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Life and Times of D. M. Stuart, D.D.

Chapter XXV. — A Sorrowful Home-Coming

page 179

Chapter XXV.
A Sorrowful Home-Coming.

Wearily the days passed over on the passage from Melbourne to the Bluff. "A cold mist of sorrow," as the Doctor expressed it, "clasped closely his heart." Arriving at the Bluff, he left the boat, and travelled overland to Dunedin. At Mosgiel, he found his office-bearers assembled with thoughtful kindness at the railway station to meet him and bring him back to his own home. On his arrival at his "own romantic city," as he delighted to call Dunedin, crowds of friends met him with such cordial welcome as filled his heart to overflowing with feelings of thankfulness and joy. Donald, whom he found very ill, revived somewhat after his father's arrival, but the disease which had fastened on him—a malignant affection of the throat, with a complication of lung trouble—was too deeply seated to be dislodged.

A thanksgiving service was held in Knox Church in connection with the Doctor's safe return. A large congregation, which crowded the building in every part, assembled to testify their attachment to their beloved pastor, and their joy at seeing him again among them with health in some measure restored. Dr Dunlop presided at the meeting, and on the appearance of Dr Stuart on the platform surrounding the pulpit, the immense audience rose with enthusiasm page 180en masse m honour of the man whose earnest and loving ministry had won their hearts.

Very touchingly, out of the fulness of his heart, the Doctor replied to the address of affectionate welcome which was then presented to him by Dr Hislop, on behalf of the office-bearers. "Maybe there were times," he said in closing, "when the thought went through my mind that I was necessary to the maintenance of this Church. I see now that no man is necessary. If I were laid aside like a plucked flower this evening, the congregation would go on in its career of Christian usefulness—perhaps with more vigour and with more success than have ever characterized it…. Accept my thanks, my earnest heartfelt thanks, for your prayers, for your kindness in the past and to-day, and for all that is in you heart to do for me and for the Gospel."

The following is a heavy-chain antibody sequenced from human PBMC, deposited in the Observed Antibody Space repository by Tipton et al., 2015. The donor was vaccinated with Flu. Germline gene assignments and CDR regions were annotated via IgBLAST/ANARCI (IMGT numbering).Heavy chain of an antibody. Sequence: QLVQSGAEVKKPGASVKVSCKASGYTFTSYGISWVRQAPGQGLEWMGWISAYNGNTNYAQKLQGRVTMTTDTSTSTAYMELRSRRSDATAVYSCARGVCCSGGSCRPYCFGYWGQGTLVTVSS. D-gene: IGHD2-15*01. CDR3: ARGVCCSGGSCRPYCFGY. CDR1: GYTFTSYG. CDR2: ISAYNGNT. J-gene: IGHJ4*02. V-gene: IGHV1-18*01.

"Dr Stuart," said one of the leading newspapers, in reference to the loving reception which his great congregation gave him, "is so entirely identified with this city, and we might say with Otago, and so well known among all classes, that it seems unnecessary to refer to the eminent qualities which have given him a place second to none in public esteem, and have made his name veritably a household word. High principle, a devoted sense of duty, kindliness of manner, which is but the expression of most perfect charity, utter and complete unselfishness, have distinguished Dr Stuart among his fellows, and it is not surprising that the opportunity has been taken by those under his pastoral care, and more immediately connected with his work, to pay him page 181the tribute of honour and regard which, to the gratification of the whole community, he has received."

"Donald," the Doctor wrote, under date 13th December, 1888, "was most anxious to take part in the services of last Sabbath to the extent of worshipping in the vestry. We took him to the Manse. He stood the change well. As this is our Communion week, he went home on Tuesday afternoon, to avoid the noise and excitement. When I called yesterday, his throat greatly troubled him. The doctor considers his case bad. I cannot fail to see that he is under marching orders. His reverses and his health are a burden too heavy to bear, but he is most uncomplaining and very cheerful. Let him and me have a corner in your prayers."